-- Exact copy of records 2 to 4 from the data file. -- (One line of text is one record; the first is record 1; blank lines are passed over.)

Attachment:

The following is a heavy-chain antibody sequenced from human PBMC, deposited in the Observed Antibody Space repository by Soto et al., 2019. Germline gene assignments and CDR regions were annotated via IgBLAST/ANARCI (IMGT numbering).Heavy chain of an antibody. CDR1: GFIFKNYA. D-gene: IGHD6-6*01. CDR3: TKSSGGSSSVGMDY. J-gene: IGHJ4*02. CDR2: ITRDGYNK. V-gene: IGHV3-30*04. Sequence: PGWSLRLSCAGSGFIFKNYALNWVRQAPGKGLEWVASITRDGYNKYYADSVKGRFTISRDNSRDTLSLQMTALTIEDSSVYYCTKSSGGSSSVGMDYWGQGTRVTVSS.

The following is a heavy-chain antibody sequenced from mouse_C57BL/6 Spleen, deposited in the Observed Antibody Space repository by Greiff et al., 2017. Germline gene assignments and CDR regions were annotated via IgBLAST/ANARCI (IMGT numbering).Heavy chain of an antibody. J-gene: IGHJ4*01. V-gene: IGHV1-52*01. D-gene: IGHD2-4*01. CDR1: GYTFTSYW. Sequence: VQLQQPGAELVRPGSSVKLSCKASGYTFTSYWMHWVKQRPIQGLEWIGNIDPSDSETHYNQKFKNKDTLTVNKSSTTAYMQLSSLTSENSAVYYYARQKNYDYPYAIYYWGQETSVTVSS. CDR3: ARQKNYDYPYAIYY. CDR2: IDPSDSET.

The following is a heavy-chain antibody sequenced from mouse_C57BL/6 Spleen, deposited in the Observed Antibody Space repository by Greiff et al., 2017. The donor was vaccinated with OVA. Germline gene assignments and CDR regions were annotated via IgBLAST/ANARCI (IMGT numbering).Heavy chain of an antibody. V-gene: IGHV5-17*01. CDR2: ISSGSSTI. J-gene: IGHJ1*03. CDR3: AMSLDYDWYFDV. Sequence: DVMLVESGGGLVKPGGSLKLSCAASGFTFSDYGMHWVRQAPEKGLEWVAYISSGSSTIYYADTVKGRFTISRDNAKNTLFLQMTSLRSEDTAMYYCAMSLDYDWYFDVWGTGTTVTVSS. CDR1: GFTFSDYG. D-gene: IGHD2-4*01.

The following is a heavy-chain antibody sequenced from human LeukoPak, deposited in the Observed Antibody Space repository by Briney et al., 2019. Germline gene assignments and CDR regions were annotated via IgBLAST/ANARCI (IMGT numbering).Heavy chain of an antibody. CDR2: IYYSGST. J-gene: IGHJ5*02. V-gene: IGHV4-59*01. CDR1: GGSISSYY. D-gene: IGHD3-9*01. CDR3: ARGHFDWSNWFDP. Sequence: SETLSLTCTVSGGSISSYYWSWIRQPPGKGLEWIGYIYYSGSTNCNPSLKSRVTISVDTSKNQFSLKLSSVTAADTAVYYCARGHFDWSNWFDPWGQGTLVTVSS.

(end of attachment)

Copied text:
The following is a heavy-chain antibody sequenced from mouse_C57BL/6 Spleen, deposited in the Observed Antibody Space repository by Greiff et al., 2017. Germline gene assignments and CDR regions were annotated via IgBLAST/ANARCI (IMGT numbering).Heavy chain of an antibody. J-gene: IGHJ4*01. V-gene: IGHV1-52*01. D-gene: IGHD2-4*01. CDR1: GYTFTSYW. Sequence: VQLQQPGAELVRPGSSVKLSCKASGYTFTSYWMHWVKQRPIQGLEWIGNIDPSDSETHYNQKFKNKDTLTVNKSSTTAYMQLSSLTSENSAVYYYARQKNYDYPYAIYYWGQETSVTVSS. CDR3: ARQKNYDYPYAIYY. CDR2: IDPSDSET.

The following is a heavy-chain antibody sequenced from mouse_C57BL/6 Spleen, deposited in the Observed Antibody Space repository by Greiff et al., 2017. The donor was vaccinated with OVA. Germline gene assignments and CDR regions were annotated via IgBLAST/ANARCI (IMGT numbering).Heavy chain of an antibody. V-gene: IGHV5-17*01. CDR2: ISSGSSTI. J-gene: IGHJ1*03. CDR3: AMSLDYDWYFDV. Sequence: DVMLVESGGGLVKPGGSLKLSCAASGFTFSDYGMHWVRQAPEKGLEWVAYISSGSSTIYYADTVKGRFTISRDNAKNTLFLQMTSLRSEDTAMYYCAMSLDYDWYFDVWGTGTTVTVSS. CDR1: GFTFSDYG. D-gene: IGHD2-4*01.

The following is a heavy-chain antibody sequenced from human LeukoPak, deposited in the Observed Antibody Space repository by Briney et al., 2019. Germline gene assignments and CDR regions were annotated via IgBLAST/ANARCI (IMGT numbering).Heavy chain of an antibody. CDR2: IYYSGST. J-gene: IGHJ5*02. V-gene: IGHV4-59*01. CDR1: GGSISSYY. D-gene: IGHD3-9*01. CDR3: ARGHFDWSNWFDP. Sequence: SETLSLTCTVSGGSISSYYWSWIRQPPGKGLEWIGYIYYSGSTNCNPSLKSRVTISVDTSKNQFSLKLSSVTAADTAVYYCARGHFDWSNWFDPWGQGTLVTVSS.